By Sola Ogundipe
WOMEN of reproductive age that have heart disorders have been counselled to obtain proper medical advice before getting pregnant in order to minimise adverse outcomes.
Giving the warning during an open forum in Lagos, Dr Tosin Majekodunmi, a Consultant Cardiologist, noted that women with weak hearts often have complications in pregnancy and may even be advised not to get pregnant.
Majekodunmi, who is the Medical Director and Chief of Cardiology, Euracare Multi Specialist Hospital, Lagos, said although most women with heart problems can have a successful pregnancy, the outcome often requires careful planning and management.
“Pregnancy carries some risk for women even without heart disease; however there are increased risks to both the mother and the foetus in the woman with congenital heart disease. Such women may have adverse outcomes that could lead to disability or death,” he cautioned.\
Further he said: “Normally, the cardiac output (load and stress) on the heart doubles during pregnancy, so if a woman has a heart that is just working on the edge of what it can cope with when not pregnant, when she is now pregnant, the cardiac output tries to double and when it she is in labour and the cardiac output exceeds what the heart can cope with, the heart is bound to fail and she may suffer a cardiovascular collapse.”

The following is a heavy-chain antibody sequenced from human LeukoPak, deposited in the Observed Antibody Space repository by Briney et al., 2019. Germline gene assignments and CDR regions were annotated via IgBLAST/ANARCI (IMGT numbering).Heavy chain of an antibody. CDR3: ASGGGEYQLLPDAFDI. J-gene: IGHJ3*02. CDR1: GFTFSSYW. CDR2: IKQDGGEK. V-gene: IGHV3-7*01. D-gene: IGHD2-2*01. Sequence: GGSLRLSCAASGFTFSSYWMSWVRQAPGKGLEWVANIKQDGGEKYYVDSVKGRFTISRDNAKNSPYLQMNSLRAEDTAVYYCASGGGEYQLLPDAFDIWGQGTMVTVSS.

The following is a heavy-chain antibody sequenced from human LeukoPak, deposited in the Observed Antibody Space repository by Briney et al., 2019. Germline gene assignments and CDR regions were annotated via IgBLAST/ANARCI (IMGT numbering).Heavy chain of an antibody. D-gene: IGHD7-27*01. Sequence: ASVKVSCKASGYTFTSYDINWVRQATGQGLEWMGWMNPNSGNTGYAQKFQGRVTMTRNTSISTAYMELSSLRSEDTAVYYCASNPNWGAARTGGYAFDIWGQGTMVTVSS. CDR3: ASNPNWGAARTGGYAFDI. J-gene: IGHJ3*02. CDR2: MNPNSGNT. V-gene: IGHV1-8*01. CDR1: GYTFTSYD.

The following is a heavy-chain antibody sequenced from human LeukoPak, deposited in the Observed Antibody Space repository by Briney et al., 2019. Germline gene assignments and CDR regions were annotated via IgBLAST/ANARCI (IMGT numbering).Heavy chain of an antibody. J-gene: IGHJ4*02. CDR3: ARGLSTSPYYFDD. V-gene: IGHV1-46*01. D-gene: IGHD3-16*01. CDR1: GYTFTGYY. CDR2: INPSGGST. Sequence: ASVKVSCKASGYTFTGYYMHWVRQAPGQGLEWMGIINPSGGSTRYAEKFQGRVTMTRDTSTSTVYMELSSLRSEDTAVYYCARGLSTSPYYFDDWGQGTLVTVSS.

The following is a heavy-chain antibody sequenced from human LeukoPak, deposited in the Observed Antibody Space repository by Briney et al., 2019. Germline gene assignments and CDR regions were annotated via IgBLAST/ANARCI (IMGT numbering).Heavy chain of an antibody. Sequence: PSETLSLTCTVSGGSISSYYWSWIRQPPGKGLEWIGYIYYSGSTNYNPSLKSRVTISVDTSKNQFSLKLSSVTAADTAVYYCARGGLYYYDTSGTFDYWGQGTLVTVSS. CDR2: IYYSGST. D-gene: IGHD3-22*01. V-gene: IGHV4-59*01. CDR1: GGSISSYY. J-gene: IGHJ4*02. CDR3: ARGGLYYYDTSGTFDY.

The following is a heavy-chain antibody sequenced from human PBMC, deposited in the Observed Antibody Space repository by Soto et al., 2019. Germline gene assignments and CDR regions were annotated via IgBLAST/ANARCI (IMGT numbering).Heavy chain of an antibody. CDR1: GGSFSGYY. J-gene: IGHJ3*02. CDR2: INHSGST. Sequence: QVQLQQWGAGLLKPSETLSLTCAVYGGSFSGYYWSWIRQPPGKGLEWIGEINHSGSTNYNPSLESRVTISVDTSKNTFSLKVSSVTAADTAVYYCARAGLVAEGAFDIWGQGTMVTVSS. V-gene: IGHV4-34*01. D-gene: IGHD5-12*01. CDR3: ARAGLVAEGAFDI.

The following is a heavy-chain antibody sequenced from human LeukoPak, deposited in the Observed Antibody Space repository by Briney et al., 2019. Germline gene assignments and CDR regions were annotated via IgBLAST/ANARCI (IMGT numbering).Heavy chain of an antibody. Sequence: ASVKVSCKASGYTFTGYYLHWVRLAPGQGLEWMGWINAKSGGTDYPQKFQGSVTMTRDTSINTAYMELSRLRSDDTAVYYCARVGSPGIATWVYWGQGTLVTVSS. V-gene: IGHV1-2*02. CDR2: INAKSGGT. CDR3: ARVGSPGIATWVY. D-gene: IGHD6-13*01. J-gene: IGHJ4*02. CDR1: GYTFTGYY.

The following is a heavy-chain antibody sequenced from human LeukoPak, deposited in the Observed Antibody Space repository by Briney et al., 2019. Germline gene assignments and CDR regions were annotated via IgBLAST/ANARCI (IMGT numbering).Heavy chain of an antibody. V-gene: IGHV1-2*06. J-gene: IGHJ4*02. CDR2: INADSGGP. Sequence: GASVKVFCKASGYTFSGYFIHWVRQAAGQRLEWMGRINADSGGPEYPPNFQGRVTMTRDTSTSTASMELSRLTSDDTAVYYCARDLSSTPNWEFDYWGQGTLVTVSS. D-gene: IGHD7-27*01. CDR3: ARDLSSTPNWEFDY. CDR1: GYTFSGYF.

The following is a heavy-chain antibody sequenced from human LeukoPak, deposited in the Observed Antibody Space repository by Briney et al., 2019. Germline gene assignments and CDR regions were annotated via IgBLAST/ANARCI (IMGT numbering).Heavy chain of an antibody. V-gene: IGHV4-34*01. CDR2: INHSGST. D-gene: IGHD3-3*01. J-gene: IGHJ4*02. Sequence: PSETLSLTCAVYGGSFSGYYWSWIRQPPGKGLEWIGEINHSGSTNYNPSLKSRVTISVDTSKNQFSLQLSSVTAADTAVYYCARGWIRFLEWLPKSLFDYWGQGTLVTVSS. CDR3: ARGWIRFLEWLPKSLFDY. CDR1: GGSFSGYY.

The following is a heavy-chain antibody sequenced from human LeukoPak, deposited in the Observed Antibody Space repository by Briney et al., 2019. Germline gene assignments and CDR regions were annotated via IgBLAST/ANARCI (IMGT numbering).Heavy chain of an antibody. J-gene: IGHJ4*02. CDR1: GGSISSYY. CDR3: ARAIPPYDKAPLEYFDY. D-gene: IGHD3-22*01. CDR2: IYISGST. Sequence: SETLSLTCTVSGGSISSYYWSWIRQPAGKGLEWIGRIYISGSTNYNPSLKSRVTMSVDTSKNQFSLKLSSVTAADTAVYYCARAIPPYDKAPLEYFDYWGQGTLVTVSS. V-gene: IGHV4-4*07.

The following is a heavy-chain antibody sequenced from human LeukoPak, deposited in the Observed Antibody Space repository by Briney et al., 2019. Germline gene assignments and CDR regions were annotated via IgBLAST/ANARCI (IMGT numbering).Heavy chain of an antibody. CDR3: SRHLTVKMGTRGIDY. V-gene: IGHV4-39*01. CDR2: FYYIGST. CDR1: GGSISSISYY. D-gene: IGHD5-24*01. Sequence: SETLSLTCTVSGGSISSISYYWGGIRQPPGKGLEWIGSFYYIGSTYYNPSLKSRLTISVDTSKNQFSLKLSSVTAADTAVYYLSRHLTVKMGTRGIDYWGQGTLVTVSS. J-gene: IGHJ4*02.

Giving a rundown of the relationship between the heart and the reproductive system, Majekodunmi explained that studies in Canada show that a large percentage of maternal deaths in pregnancy are often heart related.
“A large proportion of women have their hearts compromised with conditions such as chronic hypertension, or problem with the valves that control blood pumping out of the heart, among others.
He said women with a history of miscarriages early in pregnancy may be at increased risk for heart disease. “Such women are not advised to get pregnant until the problem(s) associated with their heart is assessed and something is done to fix it and reduce the risk.”
Findings reveal that there’s a direct link between certain complications of pregnancy and cardiovascular problems that occur later in life.
Clinical evidence indicates there is an increased prevalence of cardiovascular disease in women of childbearing age, with potential to adversely affect maternal and fetal health, especially in the presence of underlying heart conditions.
Majekodunmi noted that conversations keep going on around cost of healthcare all over the world and not all treatments are available to everyone based on cost.